Supermarkets in several areas in Lebanon have been recently suffering from a shortage of water bottles.
The fuel crisis has taken its toll on the health sector, telecom, electricity, food industry, transportation, and now, potable water as reports of a lack of water bottles have been emerging over the past few days.
A supermarket owner in Sidon, South Lebanon told us that he has been having difficulties finding small water bottles. He has resorted to only selling big bottles which cost more – making access to safe drinking water increasingly difficult.
Several The961 readers have reported to us their difficulties finding water bottles at supermarkets and stores across Lebanon. People reported seeing cars filling their trunks with water bottles at roadside convenient stores in the Mount Lebanon area late last night.
Since tap water in Lebanon is undrinkable, people rely solely on bottled water to drink. In addition, bottled water is often used for cooking.
The shortage is mainly caused by the lack of fuel. The main factories and facilities in Lebanon that bottle the water have been unable to find enough fuel to power their water pumps, bottling machines, and drive their water trucks to distribute their products. Acquiring fuel, even in the black market at exorbitant costs, has become difficult.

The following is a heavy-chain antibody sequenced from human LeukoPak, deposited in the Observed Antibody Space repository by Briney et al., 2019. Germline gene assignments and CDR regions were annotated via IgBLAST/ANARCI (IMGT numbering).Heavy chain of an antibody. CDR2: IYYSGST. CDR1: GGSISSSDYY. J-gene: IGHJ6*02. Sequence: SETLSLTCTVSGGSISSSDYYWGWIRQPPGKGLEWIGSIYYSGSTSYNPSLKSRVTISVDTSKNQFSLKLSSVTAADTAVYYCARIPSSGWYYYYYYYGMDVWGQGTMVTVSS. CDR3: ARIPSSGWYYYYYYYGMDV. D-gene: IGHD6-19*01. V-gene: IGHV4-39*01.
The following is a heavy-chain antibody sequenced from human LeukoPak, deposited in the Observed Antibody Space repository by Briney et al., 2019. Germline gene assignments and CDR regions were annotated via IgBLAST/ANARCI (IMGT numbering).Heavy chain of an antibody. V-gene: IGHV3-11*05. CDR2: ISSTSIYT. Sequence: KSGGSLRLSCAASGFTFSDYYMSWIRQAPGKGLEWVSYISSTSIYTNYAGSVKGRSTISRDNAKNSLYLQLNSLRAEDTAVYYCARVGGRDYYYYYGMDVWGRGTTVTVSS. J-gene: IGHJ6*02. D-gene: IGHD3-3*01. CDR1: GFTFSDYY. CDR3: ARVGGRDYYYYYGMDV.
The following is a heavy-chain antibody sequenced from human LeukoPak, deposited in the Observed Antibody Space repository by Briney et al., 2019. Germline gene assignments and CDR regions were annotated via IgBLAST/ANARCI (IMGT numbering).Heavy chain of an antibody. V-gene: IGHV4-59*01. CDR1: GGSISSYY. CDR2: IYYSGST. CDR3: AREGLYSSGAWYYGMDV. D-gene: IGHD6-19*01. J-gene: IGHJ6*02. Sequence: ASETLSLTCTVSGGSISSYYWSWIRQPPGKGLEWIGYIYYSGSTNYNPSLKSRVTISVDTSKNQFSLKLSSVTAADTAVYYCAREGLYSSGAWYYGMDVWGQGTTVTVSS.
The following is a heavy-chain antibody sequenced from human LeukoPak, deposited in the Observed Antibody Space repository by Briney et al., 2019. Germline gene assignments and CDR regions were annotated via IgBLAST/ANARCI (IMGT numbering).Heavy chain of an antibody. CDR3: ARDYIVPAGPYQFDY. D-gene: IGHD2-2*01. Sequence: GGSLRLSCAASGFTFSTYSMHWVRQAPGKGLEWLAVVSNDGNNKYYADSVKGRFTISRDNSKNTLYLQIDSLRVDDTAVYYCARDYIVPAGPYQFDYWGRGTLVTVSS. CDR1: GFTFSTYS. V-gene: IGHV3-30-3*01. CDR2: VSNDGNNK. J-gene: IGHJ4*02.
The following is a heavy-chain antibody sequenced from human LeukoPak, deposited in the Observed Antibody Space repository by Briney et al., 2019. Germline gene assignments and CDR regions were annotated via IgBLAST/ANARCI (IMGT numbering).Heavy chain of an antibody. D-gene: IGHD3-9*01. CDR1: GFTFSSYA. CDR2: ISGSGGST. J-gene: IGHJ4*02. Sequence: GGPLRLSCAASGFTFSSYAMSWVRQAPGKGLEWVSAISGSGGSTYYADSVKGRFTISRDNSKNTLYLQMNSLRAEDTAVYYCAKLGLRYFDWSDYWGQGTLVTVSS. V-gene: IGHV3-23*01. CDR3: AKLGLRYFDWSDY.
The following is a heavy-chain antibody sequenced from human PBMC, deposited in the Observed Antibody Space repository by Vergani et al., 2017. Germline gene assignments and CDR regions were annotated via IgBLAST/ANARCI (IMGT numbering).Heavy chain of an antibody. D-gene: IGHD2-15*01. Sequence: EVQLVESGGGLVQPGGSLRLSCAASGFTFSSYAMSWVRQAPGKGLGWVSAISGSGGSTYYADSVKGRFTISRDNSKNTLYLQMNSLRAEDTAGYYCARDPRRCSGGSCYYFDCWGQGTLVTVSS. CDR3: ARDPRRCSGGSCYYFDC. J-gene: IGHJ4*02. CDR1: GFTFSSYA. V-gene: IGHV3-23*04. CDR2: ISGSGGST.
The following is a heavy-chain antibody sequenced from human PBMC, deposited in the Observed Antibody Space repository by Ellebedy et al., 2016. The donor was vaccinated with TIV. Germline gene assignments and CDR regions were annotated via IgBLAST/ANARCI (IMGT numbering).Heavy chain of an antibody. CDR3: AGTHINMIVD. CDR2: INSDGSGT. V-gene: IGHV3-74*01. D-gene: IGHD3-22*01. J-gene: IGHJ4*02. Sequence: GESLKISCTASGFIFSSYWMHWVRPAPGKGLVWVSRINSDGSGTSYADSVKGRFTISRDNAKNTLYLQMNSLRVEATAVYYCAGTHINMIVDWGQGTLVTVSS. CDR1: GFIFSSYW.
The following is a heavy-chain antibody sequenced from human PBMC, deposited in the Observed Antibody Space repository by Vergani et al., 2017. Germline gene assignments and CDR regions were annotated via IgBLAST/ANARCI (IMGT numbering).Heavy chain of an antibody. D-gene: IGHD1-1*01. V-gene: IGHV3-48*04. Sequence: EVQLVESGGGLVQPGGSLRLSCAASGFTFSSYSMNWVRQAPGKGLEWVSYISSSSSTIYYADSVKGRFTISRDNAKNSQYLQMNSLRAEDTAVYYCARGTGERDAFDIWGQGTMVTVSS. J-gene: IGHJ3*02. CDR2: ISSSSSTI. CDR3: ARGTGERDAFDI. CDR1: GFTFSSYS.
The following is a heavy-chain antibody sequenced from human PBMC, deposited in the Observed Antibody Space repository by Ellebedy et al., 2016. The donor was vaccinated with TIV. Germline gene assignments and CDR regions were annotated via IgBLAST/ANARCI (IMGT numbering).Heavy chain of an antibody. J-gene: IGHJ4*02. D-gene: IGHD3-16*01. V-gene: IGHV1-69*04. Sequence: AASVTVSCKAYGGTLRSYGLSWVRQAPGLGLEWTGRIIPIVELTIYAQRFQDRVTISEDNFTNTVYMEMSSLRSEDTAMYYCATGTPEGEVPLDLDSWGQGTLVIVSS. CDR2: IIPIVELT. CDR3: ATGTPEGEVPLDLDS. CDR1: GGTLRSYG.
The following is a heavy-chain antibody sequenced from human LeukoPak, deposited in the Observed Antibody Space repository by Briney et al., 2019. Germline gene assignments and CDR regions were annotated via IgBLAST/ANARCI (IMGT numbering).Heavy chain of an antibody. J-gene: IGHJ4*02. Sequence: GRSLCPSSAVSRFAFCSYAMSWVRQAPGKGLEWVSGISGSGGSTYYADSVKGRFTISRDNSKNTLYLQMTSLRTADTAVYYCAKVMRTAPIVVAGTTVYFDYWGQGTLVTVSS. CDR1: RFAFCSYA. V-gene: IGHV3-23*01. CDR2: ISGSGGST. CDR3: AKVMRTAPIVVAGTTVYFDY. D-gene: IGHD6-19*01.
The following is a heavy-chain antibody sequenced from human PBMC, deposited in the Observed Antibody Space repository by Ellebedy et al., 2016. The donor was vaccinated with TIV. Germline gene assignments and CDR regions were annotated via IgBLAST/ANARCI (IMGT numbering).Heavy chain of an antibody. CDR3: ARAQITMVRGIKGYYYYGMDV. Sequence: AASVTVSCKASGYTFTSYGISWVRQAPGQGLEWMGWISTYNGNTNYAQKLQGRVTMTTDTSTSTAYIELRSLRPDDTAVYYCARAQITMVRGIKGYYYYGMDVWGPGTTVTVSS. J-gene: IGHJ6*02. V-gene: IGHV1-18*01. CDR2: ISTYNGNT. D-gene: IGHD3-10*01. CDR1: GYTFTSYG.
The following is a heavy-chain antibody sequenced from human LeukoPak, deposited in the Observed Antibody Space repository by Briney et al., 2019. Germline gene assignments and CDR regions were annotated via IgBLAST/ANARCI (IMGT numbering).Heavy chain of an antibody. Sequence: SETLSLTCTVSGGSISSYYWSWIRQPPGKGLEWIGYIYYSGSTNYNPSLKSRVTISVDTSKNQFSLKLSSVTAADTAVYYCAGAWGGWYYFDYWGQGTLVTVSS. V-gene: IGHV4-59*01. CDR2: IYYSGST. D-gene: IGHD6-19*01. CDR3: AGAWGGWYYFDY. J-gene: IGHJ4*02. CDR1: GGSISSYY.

This has prompted water distributing companies to significantly limit their operations and reallocate remaining resources into the product of the larger-sized bottles.
Due to this shortage, people have been stocking up on water bottles by buying them in bulk from supermarkets with the fear that they will completely disappear from the market.
A shortage in bottled water poses the possibility of a black market for potable water to join the fuel and bread black markets that are currently heavily present. Omar Tamo, a journalist at L’orient Today, predicts a tripling of prices for water bottles in the coming week(s).